The Dhivehi Rayyithunge Party (DRP) has expressed regret over the proposed 2010 mid-term budget, which it argues will fail to deliver on the development pledges of the incumbent government.
The largest opposition party said the budget had a deficit of Rf4.7 billion (US$366 million), noting that while Rf7.2 billion (US$560 million) is expected in revenue, this was accounted for 60 per cent of the budget.
“It is further doubtful that the revenue goals could be reached since a large part of the income rests upon taxes to be levied under laws that would be made in the future,” a statement from the party said.
Addressing MPs last week, Finance Minister Ali Hashim said the government had proposed a number of measures to generate around US$354 million to plug the deficit. These included foreign aid, foreign loan assistance, privatisation of government companies and the sale of treasury bills through the Maldives Monetary Authority.
In their statement, the DRP further noted that Hashim said government revenue depended on three new taxes, legislation for which was currently pending in parliament.
But, the party continued, the Rf3.4 billion (US$265 million) expected in tax revenue in next year’s budget was only three per cent higher than tax revenue in 2008.
Last week, Hashim urged MPs to pass the taxation legislation before the end of the year and said a goods and services tax would be imposed on tourist resorts and hotels in the final quarter of 2010, which he anticipated would raise Rf358 million (US$27 million) in revenue.
The party further noted that at Rf333 million (US$26 million) revenue from profits of government companies was significantly lower than 2009 because of the government’s policy of selling off state assets.
DRP pointed to the government’s decision to sell seven per cent of its stake in the highly profitable Dhiraagu, the country’s first telecommunications company, to British company Cable & Wireless for US$40 million.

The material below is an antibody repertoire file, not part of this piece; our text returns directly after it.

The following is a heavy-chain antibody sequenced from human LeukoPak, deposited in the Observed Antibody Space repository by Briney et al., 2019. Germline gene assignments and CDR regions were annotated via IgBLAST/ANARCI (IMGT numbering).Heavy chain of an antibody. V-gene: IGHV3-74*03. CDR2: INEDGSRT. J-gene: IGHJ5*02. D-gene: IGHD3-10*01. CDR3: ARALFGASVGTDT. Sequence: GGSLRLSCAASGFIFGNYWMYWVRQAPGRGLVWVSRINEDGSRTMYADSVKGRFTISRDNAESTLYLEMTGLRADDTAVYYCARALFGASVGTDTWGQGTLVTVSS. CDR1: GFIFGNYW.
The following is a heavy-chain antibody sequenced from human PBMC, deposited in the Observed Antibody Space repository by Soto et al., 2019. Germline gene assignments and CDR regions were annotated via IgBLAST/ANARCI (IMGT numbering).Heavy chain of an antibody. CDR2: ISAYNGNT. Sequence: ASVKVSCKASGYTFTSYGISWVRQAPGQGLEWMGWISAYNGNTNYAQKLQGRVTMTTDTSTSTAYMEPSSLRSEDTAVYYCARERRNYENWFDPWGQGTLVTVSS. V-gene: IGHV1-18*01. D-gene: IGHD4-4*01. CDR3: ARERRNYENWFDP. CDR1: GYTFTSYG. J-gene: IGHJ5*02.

“We believe that another reason for the decrease of income from government companies is handing over management of these companies to unqualified people for political purposes,” their statement said.
Since coming to power, the government has introduced a policy of public-private partnerships it hopes will enhance the efficiency of state-owned enterprises.
Beyond the 40 per cent deficit, another of the issues raised by the DRP was the lack of funding for large development projects such as a national university,
“The extraordinarily high government expenditure casts doubts on the government’s talk of reducing expenditure,” the statement said, further claiming that a large portion of the total expenditure on government employees, Rf3.9 billion (US$304 million), would be spent on political appointees.
Even with the reduction of civil servants’ salaries and dismissals, expenditure on salaries is higher than previous years, the DRP said.
In August, the government announced a raft of austerity measures to help alleviate the budget deficit. These included pay cuts of up to 20 per cent for civil servants and all political appointees ranked deputy minister and above, cutting back on foreign trips, and letting go of all government-rented buildings.
Both the president and the vice-president also volunteered to take a 20 per cent pay cut to their salaries.
Despite a high number of political appointees, the government continues to maintain that it has made fewer appointments than the former administration.
“Benefit for the people”
In their statement, the opposition party described the interest on loans as “alarming”, noting that compared to Rf279 million (US$22 million) in 2008, the amount raised from interest in 2010 will be Rf529 million (US$41 million).
The party said that while the government’s policy was to reduce the size of the government, the proposed expenditure in 2010 will be higher than in previous years.
The DRP further pointed to the increase in foreign debt from Rf755 million (US$59 million) in 2008 to Rf1,057 million (US$82 million) in 2010, adding that the interest rate had not been revealed.
“Our only hope is that this mid-term budget will be amended for the benefit of the people and the country and pave way for development. We give full assurance to the beloved people that we will do everything we can in parliament,” the statement concluded.
Speaking to MPs at parliament, Hashim said that by the IMF government finance statistics measure, the deficit for 2009 was 26.1 per cent.
But, he added, if the mid-term budget was implemented, although there would be a decline to 14.8 per cent in 2010 and 2.4 per cent in 2011, it will reach a surplus in 2012.
Hashim said the structure of the budget was agreed upon after consultations with the International Monetary Fund and recommendations by the Asian Development Bank and the World Bank.